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Autism Genetics


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  • 1. What does the brain look like in autism? Ed Bullmore National Autistic Society Meeting: September 2002, London
  • 2. What do we think the brain looks like? Gall, c. 1800 Freud, 1898
  • 3. What does the brain ideally look like? Of course, really the brain is dynamic and individually variable…
  • 4. Magnetic resonance imaging One scanner can safely take pictures of brain structure and function
  • 5. Contrasting experimental stimuli cause changes in local brain blood supply which are measured by rapid, repeated measurements of MR signal, and statistically mapped onto brain anatomy Pierce et al (2001) Brain Psychology Physics Statistics
  • 6. Modules and Networks
  • 7. The Social Brain Brothers (1990) Facial perception Affect recognition Social judgement Mentalizing Gaze detection
  • 8. Social brain function in autism Simon Baron-Cohen et al (1999) European Journal of Neuroscience Assigning mental states to eyes-only facial stimuli activates amygdala, superior temporal, dorsal cingulate and frontal brain regions
  • 9. Abnormal amygdalar response to fearful faces in people with Asperger’s syndrome Chris Ashwin et al (2002) Normal amygdalar activation Attenuated amygdalar activation in autism Experimental stimuli: Faces expressing variable intensities of fear Attenuated orbitofrontal activation in autism Random Neutral 25% Fear 100% Fear
  • 10. Mind blindness and the brain Uta Frith (2001) Neuron Consistent activation by mentalizing tasks of medial frontal (paracingulate), temporo-parietal and peri-amygdaloid cortex
  • 11. Brain mechanisms for preserved or superior function in autism Howard Ring et al (1999) Brain People with autism may be better at local processing and activate ventral occipital coretx more strongly during embedded figures task performance
  • 12. Conscious and unconscious social processing Hugo Critchley et al (2000) Brain Automatic and deliberate facial processing activate different brain systems
  • 13. Measuring brain structure in MR images Drawing boundaries by hand round “regions of interest” is being superseded by greater use of computers to measure anatomical differences comprehensively
  • 14. Computational mapping of anatomical abnormalities in autism Grainne McAlonan et al (2002) Brain Grey matter White matter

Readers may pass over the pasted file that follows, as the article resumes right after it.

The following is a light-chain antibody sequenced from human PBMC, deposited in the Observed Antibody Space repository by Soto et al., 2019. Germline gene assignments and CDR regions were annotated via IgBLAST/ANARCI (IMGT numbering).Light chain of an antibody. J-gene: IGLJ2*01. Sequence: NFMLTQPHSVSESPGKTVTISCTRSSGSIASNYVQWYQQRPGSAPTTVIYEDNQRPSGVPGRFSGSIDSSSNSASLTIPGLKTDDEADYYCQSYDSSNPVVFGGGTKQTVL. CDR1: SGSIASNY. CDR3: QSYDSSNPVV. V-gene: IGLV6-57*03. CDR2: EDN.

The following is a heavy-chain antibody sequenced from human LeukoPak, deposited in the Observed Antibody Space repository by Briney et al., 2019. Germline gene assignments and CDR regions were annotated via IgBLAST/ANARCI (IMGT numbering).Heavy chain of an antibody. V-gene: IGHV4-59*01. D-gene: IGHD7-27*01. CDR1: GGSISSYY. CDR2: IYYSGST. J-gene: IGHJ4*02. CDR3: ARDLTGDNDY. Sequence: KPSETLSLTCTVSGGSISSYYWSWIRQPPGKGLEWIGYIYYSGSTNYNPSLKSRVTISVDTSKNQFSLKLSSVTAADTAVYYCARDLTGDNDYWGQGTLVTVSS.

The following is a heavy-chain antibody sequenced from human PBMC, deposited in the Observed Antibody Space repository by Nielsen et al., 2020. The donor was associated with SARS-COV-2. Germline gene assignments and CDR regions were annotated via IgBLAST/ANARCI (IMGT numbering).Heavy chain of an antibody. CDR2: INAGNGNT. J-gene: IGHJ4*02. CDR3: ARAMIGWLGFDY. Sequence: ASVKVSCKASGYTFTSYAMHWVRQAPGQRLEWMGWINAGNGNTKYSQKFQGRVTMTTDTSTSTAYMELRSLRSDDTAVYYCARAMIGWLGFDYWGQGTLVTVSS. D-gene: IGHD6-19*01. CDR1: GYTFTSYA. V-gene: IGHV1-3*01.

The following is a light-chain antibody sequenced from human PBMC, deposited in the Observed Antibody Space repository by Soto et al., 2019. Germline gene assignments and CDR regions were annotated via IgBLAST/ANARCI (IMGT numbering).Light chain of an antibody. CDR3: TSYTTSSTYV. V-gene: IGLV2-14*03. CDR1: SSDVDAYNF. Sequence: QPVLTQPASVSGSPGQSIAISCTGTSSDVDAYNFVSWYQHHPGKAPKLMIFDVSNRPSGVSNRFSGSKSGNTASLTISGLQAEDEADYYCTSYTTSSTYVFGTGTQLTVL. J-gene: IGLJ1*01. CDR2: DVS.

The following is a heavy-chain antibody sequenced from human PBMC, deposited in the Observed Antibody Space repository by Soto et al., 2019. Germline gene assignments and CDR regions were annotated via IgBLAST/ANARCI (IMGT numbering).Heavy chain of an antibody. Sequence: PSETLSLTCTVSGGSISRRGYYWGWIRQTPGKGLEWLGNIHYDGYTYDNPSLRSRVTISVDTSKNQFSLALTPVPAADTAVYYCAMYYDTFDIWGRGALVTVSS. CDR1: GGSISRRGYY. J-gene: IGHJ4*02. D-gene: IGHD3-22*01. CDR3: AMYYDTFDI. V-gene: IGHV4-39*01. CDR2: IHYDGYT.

• 15. Neurodevelopmental trajectories in brain structure Eric Courchesne et al (2001) Neurology McAlonan et al (2002) Brain
  • 16. Where next in neuroimaging of autism?
    • Genetics
      • diagnostic reconstruction
    • Intervention/compensation
      • education, training, savant skills
    • “ Autism at large”
      • life-cycle changes, autistic spectrum, preventable risk factors
  • 17. Genetic neuroimaging
    • Genetic effects on brain structure and function can be studied using
    • family or twin designs
    • or knowledge of single gene mutations or polymorphisms
    Wright et al (2002) NeuroImage Ellison et al (2002)
  • 18. Intervention/compensation FMRI can show recovery of brain function following (drug) treatment in schizophrenia… what about recovery of function following educational interventions in autism? Honey et al (1999) PNAS
  • 19. Autism at large Sigmundsson et al (2000) American Journal of Psychiatry
    • Autism is a heterogeneous disorder and different kinds or degrees of autism will likely have different brain correlates
    • autistic traits in general population
    • variability in autistic traits over life-cycle
    • preventable risk factors
  • 20. Conclusions
    • Neuroimaging has identified a social brain network and shown that the social brain does not function normally in people with autism
    • Neuroimaging has also begun to explain why people with autism may have superior skills in some domains and/or how they may consciously compensate for social brain abnormalities
    • It would be timely to consider larger-scale imaging studies in autism focused on genetic and environmental causes, and on clinical autism as an extreme variant of normal brain development trajectories.
  • 21.